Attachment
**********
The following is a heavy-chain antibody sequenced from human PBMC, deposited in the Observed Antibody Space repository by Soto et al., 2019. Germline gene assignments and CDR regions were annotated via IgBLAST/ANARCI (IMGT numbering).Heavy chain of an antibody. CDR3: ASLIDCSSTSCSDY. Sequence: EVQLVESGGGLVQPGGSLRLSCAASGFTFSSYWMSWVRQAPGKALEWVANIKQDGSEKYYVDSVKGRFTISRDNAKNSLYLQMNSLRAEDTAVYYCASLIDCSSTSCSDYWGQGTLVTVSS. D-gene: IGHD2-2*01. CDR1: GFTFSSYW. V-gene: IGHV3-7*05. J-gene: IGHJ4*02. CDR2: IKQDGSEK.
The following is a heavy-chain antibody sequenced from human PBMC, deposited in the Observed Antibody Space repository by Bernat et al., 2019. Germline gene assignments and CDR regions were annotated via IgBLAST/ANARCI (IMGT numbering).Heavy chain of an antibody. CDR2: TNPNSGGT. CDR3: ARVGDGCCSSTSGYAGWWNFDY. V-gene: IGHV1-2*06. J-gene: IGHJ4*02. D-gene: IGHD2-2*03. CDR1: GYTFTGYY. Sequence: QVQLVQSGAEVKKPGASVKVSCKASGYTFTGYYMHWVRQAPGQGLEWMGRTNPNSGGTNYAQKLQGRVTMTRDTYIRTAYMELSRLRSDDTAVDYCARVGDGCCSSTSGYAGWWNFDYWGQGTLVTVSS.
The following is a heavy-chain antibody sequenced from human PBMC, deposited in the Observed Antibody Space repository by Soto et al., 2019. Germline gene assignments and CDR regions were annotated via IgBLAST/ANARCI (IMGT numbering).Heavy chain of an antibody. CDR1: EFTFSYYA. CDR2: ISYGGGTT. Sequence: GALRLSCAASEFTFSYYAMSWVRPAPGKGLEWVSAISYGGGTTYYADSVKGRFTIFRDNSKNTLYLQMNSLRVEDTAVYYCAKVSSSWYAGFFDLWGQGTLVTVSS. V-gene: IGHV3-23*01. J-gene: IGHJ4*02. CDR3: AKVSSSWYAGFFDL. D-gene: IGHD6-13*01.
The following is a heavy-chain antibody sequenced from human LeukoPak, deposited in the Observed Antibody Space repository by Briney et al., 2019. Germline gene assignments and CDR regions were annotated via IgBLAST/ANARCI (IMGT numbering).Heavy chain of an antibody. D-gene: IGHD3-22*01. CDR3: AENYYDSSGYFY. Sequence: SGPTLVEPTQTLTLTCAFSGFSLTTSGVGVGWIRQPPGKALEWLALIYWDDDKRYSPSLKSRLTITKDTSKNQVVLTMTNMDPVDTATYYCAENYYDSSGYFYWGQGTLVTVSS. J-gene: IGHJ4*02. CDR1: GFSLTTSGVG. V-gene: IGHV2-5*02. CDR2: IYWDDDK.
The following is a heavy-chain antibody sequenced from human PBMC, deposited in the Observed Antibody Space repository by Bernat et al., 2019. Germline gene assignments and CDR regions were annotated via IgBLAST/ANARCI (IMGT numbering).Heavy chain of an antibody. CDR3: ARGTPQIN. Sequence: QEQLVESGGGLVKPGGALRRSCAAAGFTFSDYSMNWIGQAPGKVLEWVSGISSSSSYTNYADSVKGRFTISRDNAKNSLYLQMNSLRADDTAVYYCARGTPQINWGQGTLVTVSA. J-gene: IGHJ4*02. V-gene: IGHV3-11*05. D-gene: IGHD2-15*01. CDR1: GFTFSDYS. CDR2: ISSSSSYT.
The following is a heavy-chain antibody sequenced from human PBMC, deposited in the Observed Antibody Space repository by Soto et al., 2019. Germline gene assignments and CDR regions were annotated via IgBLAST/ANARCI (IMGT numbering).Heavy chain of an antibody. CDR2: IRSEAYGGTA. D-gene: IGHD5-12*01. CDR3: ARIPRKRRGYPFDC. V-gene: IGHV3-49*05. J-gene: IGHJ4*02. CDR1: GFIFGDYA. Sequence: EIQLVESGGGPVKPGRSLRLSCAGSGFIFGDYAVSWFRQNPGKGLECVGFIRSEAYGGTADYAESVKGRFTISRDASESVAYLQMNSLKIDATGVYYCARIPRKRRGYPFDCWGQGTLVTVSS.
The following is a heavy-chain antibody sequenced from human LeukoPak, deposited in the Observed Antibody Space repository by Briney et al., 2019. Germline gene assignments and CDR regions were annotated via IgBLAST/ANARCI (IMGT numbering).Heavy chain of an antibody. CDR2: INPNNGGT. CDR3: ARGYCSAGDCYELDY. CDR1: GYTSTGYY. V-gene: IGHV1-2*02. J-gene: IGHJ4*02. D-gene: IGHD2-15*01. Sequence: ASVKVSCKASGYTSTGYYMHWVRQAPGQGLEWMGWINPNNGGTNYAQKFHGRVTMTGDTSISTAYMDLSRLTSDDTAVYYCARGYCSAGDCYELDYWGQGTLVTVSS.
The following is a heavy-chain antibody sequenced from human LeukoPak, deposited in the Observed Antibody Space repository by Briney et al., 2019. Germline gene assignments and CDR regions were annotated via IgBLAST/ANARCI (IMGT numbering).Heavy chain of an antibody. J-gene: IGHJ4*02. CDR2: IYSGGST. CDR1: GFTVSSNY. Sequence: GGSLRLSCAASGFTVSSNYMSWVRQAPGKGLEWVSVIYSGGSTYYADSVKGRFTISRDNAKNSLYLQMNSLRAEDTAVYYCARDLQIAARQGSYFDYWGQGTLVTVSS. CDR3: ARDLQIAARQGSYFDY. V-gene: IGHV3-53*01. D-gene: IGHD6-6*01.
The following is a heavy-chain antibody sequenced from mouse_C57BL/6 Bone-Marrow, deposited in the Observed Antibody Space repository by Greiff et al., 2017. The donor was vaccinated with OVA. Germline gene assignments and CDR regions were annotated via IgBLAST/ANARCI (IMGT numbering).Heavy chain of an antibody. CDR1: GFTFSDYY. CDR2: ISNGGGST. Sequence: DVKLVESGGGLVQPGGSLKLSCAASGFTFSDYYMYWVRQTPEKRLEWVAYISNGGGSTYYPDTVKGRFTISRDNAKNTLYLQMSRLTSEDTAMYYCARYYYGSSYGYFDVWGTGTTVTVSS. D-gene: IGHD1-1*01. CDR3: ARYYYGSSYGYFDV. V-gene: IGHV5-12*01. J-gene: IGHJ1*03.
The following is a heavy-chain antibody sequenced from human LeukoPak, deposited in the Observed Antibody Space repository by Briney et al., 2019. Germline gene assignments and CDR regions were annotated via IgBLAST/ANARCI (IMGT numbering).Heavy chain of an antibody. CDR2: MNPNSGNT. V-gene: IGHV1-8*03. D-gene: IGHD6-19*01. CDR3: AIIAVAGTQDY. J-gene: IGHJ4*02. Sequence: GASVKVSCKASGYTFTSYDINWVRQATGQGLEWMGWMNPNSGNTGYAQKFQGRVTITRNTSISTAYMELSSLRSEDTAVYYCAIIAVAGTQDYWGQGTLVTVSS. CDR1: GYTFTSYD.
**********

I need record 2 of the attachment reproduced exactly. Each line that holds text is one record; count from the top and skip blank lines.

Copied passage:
The following is a heavy-chain antibody sequenced from human PBMC, deposited in the Observed Antibody Space repository by Bernat et al., 2019. Germline gene assignments and CDR regions were annotated via IgBLAST/ANARCI (IMGT numbering).Heavy chain of an antibody. CDR2: TNPNSGGT. CDR3: ARVGDGCCSSTSGYAGWWNFDY. V-gene: IGHV1-2*06. J-gene: IGHJ4*02. D-gene: IGHD2-2*03. CDR1: GYTFTGYY. Sequence: QVQLVQSGAEVKKPGASVKVSCKASGYTFTGYYMHWVRQAPGQGLEWMGRTNPNSGGTNYAQKLQGRVTMTRDTYIRTAYMELSRLRSDDTAVDYCARVGDGCCSSTSGYAGWWNFDYWGQGTLVTVSS.